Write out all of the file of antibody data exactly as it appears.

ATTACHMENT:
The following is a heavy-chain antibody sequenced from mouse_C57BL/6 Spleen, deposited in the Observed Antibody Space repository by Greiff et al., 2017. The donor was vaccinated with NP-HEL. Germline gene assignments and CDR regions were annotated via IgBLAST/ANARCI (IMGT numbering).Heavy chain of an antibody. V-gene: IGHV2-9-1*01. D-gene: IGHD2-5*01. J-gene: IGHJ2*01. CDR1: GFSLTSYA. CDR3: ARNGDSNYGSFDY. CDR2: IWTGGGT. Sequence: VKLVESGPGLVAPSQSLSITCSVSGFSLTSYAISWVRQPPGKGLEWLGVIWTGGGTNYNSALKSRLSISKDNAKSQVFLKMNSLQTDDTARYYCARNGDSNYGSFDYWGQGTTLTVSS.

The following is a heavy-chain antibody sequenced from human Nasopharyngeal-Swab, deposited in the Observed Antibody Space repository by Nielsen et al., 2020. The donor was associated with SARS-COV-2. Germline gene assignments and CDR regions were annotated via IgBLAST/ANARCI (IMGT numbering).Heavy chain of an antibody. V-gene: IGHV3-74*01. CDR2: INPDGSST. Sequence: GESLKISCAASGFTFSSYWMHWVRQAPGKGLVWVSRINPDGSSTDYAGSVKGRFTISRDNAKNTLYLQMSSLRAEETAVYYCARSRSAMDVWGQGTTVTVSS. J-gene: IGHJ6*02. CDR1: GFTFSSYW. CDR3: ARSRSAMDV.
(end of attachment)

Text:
The following is a heavy-chain antibody sequenced from mouse_C57BL/6 Spleen, deposited in the Observed Antibody Space repository by Greiff et al., 2017. The donor was vaccinated with NP-HEL. Germline gene assignments and CDR regions were annotated via IgBLAST/ANARCI (IMGT numbering).Heavy chain of an antibody. V-gene: IGHV2-9-1*01. D-gene: IGHD2-5*01. J-gene: IGHJ2*01. CDR1: GFSLTSYA. CDR3: ARNGDSNYGSFDY. CDR2: IWTGGGT. Sequence: VKLVESGPGLVAPSQSLSITCSVSGFSLTSYAISWVRQPPGKGLEWLGVIWTGGGTNYNSALKSRLSISKDNAKSQVFLKMNSLQTDDTARYYCARNGDSNYGSFDYWGQGTTLTVSS.

The following is a heavy-chain antibody sequenced from human Nasopharyngeal-Swab, deposited in the Observed Antibody Space repository by Nielsen et al., 2020. The donor was associated with SARS-COV-2. Germline gene assignments and CDR regions were annotated via IgBLAST/ANARCI (IMGT numbering).Heavy chain of an antibody. V-gene: IGHV3-74*01. CDR2: INPDGSST. Sequence: GESLKISCAASGFTFSSYWMHWVRQAPGKGLVWVSRINPDGSSTDYAGSVKGRFTISRDNAKNTLYLQMSSLRAEETAVYYCARSRSAMDVWGQGTTVTVSS. J-gene: IGHJ6*02. CDR1: GFTFSSYW. CDR3: ARSRSAMDV.